Quote
PoW does have a real threat that if someone gets too much control of the network they can reject transactions until that monopoly is broken, but it can be broken and then things go back to normal.

That is of little value.  There is no economic value to disrupting the network.  In a non-economic attack it is naive to think an attacker would spend an amount of funds which makes "breaking" the attack feasible.  Say \$20M buys 51% of the network.  If citibank wanted to destroy Bitcoin they wouldn't be stupid enough to spend \$20M.  They would budget \$80M.  They would spend \$40M to gain 70%+ hashing power and deploy only enough as needed.  This would be horribly bad for "defenders" because despite adding hashing power citi would simply add more and defenders would keep falling behind (and racking up operating costs).  They could keep another \$20M ready to buy additional off the shelf hardware to deploy if necessary and use another \$20M to fund proxies (120% PPS pools) to gain the "marginal" hashing power without any long term investment/cost.

Sure \$80M > \$20M but if an entity wishes Bitcoin destroyed spending \$50M to \$80M for a guaranteed destruction vs \$20M on a roll of the dice is far more likely.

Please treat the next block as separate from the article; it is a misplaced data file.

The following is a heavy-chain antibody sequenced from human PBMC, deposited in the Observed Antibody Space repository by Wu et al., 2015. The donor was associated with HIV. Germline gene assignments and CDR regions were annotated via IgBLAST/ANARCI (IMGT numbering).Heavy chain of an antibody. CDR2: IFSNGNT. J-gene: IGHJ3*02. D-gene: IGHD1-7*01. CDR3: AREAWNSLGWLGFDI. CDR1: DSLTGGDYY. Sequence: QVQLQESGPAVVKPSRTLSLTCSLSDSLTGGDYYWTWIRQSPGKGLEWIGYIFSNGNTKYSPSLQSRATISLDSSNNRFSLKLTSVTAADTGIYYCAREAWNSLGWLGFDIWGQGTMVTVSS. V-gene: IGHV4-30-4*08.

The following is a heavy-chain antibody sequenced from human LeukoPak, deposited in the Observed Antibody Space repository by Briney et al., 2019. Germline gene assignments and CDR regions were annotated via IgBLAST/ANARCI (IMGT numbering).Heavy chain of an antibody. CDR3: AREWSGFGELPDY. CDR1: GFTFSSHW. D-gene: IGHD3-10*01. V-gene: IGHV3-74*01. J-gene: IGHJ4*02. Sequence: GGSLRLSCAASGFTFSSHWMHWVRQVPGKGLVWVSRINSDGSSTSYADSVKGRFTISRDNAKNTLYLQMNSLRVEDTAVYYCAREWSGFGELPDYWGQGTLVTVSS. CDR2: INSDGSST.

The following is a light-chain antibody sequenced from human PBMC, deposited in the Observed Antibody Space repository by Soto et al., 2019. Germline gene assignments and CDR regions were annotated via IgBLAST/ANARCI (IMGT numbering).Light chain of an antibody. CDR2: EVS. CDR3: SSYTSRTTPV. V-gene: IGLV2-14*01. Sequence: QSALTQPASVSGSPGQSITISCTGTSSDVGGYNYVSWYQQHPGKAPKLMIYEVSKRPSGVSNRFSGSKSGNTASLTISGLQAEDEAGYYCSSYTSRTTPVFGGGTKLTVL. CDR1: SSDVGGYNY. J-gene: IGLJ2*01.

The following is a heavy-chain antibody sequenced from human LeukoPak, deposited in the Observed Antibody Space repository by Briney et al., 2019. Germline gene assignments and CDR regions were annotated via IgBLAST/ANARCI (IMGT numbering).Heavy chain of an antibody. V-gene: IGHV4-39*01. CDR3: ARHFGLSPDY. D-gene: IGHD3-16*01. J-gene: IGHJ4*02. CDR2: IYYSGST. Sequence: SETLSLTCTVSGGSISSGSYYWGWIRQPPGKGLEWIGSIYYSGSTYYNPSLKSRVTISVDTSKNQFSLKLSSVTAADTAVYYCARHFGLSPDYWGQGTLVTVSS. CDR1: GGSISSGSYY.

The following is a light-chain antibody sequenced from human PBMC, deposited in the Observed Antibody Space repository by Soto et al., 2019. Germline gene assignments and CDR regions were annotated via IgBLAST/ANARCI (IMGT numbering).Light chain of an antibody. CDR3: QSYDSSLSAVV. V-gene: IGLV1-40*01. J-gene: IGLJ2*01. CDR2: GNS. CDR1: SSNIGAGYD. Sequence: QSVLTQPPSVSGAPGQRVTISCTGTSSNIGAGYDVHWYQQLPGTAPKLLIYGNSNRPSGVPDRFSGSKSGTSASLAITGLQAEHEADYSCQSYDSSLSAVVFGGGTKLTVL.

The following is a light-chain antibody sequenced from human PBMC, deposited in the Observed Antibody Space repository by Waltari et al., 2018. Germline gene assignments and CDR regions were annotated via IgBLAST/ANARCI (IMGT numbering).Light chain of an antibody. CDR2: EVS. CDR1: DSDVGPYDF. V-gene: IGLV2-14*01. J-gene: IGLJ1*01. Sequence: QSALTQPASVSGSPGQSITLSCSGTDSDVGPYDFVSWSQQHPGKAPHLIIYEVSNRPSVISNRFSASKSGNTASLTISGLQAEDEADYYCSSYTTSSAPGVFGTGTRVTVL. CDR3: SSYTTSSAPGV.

You are talking about \$80M like it's real money. You are thinking far too small, my friend. Add several more zeroes and we'll start talking. If Bitcoin is that small a game for you, then you are not long. For every Citibank there will be someone else playing king-of-the-hill. Citibank isn't anywhere near the wealthiest or most powerful entity in the world. Not even close. Citibank is no threat at all. In a game where the rules are fair and honest, corporations built by litigation lawyers and scam artist will lose against honest, hard working people willing to sacrifice their lives for the security of their families.

Quote
With PoS, once a monopoly takes hold it would be nearly impossible to change the balance of power. As a monopolist, you could dictate who does business with whom. You can even choose who gets to buy food for their families and who shall starve to death.

There is no economic value in that and proof of work can easily be outspent if the intent is non-economic.  Like you said anyone trying to do that for economic gain would simply see people move to an alternative.
Their non-economic intent would not be so overt. "First they came..." Again, absolute power is insidious.

Quote
There is a reason that Satoshi created variance for block rewards. The element of chance (like playing the game Monopoly with an equal amount of dice) adds enough chaos to make the balance of power unpredictable.